Mexican President Felipe Calderon said on Monday that the main challenge of the 2010 United Nations Climate Change Conference has been successfully overcome: to restore trust.
Stressing the most important results of the Cancun conference, Calderon said the achievements were a result of the efforts of all countries working toward the well-being of humanity.
"We were able to agree that 'economic growth, overcoming poverty and caring for the environment are compatible,' and we are advancing in the right direction," he said.
Thanks to the participation of governments, lawmakers, businessmen, civil society organizations, native communities and other main actors, progress was made possible in all the topics discussed at the conference, Calderon said.
The president said that one of the achievements was the common goal of maintaining a global temperature increase below 2 degrees Celsius.
To achieve this goal, developed countries will present mandatory commitments to reduce emissions, and developing countries will take actions to mitigate them, Calderon said, adding that the involvement of developing countries, "even if it is voluntary," will help achieve even greater goals in emission reduction than those established in the Kyoto Protocol.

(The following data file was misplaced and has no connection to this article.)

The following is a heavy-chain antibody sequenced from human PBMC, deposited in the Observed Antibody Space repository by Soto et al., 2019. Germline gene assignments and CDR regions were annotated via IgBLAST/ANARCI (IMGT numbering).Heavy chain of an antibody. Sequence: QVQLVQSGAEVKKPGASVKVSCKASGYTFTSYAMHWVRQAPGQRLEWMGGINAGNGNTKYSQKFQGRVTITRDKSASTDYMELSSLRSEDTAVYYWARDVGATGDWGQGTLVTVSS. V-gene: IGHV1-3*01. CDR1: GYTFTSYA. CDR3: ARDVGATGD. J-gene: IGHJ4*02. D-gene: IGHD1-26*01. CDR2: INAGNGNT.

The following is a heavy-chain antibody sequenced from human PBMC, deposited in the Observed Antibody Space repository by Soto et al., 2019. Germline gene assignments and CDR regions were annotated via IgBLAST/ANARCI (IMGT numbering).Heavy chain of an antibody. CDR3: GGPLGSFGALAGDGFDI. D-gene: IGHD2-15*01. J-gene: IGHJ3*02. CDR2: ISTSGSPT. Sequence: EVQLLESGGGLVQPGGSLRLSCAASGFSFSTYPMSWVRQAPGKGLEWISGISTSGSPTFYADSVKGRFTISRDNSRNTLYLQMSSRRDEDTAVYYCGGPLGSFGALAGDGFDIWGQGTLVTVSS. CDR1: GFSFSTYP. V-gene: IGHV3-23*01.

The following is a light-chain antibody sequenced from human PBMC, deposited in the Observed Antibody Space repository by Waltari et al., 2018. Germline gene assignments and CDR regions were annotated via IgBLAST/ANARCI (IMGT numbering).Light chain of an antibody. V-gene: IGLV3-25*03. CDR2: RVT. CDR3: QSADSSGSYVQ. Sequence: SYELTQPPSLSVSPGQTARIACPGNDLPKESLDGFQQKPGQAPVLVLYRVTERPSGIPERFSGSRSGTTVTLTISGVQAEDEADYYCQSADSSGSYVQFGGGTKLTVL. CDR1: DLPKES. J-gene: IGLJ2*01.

Calderon said that another achievement will allow both poor and rich countries to have access to friendly technology in order to reduce emissions generated by economic activities.
The countries also agreed to establish regional centers to develop technology and investigate climate change as well as sustainable development, Calderon said.
The conference also agreed to establish the Cancun mechanisms for adaptation, aiming at supporting less developed, more vulnerable countries so that they can combat climate change, he said.
He said that a "Green Fund" was created to finance mitigation and adaptation projects worldwide, mainly in developing countries.
The Reducing Emissions from Deforestation and Forest Degradation (REDD) mechanism was also approved, which will have an impact on the deforestation and degradation of forests and jungles.